[0086] Applying these rules (41) and (42) to expression (38), the following equation is derived:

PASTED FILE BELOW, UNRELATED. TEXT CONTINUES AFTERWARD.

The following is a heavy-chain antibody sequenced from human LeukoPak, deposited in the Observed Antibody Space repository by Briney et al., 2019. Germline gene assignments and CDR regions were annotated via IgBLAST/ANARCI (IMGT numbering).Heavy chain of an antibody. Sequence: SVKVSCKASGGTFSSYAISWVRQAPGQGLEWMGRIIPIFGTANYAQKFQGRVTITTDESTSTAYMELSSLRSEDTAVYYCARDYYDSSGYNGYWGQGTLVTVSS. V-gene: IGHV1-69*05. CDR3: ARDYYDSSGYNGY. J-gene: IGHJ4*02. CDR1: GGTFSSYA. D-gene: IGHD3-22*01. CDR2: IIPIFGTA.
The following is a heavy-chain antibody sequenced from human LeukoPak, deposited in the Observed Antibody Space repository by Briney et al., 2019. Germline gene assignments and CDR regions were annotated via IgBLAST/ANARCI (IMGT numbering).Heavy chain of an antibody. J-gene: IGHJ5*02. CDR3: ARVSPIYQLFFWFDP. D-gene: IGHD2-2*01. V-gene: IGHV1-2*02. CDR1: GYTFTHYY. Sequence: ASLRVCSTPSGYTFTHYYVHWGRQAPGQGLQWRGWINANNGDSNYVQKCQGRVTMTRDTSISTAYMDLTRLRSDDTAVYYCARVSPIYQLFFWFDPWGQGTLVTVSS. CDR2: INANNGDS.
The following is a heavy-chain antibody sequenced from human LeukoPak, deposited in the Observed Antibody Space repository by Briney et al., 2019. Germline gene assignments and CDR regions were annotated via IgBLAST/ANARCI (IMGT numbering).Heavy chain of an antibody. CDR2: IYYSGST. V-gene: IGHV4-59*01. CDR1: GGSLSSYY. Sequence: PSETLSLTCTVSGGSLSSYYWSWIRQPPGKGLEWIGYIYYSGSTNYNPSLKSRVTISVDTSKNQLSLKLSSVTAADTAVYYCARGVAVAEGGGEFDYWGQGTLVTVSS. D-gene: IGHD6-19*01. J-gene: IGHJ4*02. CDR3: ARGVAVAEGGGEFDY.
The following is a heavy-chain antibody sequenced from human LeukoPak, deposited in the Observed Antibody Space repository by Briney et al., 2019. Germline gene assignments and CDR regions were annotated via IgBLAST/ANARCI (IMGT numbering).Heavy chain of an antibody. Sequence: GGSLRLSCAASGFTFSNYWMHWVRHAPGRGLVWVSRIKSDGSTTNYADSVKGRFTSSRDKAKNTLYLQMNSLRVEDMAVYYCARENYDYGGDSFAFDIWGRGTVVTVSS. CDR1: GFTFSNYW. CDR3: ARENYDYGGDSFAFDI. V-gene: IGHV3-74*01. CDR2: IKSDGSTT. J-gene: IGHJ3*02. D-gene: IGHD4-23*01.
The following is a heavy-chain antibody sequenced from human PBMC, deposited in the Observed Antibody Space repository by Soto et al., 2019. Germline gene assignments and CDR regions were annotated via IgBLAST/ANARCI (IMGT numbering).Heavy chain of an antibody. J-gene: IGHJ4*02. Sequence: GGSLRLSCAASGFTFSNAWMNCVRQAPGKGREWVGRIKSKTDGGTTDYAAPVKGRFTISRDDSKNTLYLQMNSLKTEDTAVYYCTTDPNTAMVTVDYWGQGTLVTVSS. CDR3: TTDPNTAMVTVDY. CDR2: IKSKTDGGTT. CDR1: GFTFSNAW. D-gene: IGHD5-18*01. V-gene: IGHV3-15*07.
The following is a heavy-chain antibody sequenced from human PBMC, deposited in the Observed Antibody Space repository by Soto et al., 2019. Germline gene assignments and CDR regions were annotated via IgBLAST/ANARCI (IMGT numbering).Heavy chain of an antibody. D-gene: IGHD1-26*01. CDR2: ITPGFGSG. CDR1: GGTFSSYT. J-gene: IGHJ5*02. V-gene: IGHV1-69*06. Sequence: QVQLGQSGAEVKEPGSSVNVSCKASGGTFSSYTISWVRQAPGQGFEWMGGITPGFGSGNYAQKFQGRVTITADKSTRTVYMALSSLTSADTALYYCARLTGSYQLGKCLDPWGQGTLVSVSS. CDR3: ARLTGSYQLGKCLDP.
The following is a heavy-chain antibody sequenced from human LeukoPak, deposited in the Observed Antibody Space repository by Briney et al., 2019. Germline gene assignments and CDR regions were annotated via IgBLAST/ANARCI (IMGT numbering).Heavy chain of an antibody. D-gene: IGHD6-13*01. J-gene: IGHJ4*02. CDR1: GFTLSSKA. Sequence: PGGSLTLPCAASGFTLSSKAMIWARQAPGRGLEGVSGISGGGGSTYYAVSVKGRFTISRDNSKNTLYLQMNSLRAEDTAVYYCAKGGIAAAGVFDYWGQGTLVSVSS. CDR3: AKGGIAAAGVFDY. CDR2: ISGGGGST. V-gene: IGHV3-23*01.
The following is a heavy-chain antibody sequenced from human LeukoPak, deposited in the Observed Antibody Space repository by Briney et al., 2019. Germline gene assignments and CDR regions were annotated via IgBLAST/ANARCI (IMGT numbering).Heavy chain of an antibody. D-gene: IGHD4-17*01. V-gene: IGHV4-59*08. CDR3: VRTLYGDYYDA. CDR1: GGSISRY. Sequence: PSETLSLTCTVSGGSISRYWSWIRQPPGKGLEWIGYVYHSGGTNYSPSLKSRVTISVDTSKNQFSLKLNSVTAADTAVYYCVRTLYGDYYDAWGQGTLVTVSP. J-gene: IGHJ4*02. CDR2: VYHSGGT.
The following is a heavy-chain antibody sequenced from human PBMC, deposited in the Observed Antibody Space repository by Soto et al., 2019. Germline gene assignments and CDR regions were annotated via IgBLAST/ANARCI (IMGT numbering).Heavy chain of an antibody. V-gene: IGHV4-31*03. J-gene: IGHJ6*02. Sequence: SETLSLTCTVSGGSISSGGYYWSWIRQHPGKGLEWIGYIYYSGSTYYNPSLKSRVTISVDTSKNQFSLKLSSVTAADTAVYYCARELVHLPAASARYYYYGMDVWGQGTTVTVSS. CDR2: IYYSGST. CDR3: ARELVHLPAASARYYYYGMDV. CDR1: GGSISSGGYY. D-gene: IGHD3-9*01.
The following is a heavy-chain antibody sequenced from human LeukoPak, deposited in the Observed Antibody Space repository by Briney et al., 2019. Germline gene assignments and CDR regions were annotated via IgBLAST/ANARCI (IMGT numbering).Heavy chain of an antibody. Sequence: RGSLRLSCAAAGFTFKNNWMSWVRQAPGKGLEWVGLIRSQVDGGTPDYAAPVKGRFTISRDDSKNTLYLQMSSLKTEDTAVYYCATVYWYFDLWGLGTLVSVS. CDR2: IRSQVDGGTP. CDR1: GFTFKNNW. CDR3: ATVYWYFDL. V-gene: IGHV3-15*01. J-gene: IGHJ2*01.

[0087] Equating to zero and solving for {right arrow over (x)}, [0088] Note that this is the maximum point because [Q] is positive and therefore, the Hessian is negative. Since [Q]=[Q] [0089] The above equation can be expanded to yield the following simpler form for computation: [0090] The compression-considered demosaicing matrix [ [0091] The term [Q] [0092] The level of noise can be assumed as needed. If the noise is assumed to be very low, the resulting image at the sampling points is essentially forced to be exactly equal to the sample values. However, if the noise is assumed to be high, the values at the sampling points are regarded merely as recommended values to the algorithm. Note that noise can be estimated for the specific type and arrangement of components included in the system. The distribution of the coefficients may be estimated using DCT models or by computing statistics from a by number of sample images. [0093] The bias term [Q] [0094] In FIG. 6, a matrix generating system [0095] In operation, the matrix inverting module [0096] The multiplication module [0097] With reference to FIG. 7, an image processing system [0098] The compression-aware demosaic module [T][[S][C [0099] For the DCT Bayesian approach method, the compression-considered demosaicing matrix [T][Q] [0100] The compression-considered demosaicing matrix [0101] The compression-considered demosaicing matrix [0102] A method of processing a mosaiced image in accordance with the present invention is described with reference to FIG. 8. At step [0103] At step [0104] In an alternative embodiment, steps [0105] The above-described demosaicing methods and the corresponding demosaicing matrices can be modified to be applicable to wavelet-based compression schemes, such as the JPEG 2000. For a wavelet-based compression scheme, the transformation matrix, as defined in equation (5), is replaced with a wavelet transformation matrix. The formulation and solution of the reconstruction problem will be the same. The resulting demosaicing matrix can then be used to demosaic input mosaiced images, prior to being compressed using the wavelet-based compression scheme. Consequently, the only significant modification needed to convert the image processing systems Referenced by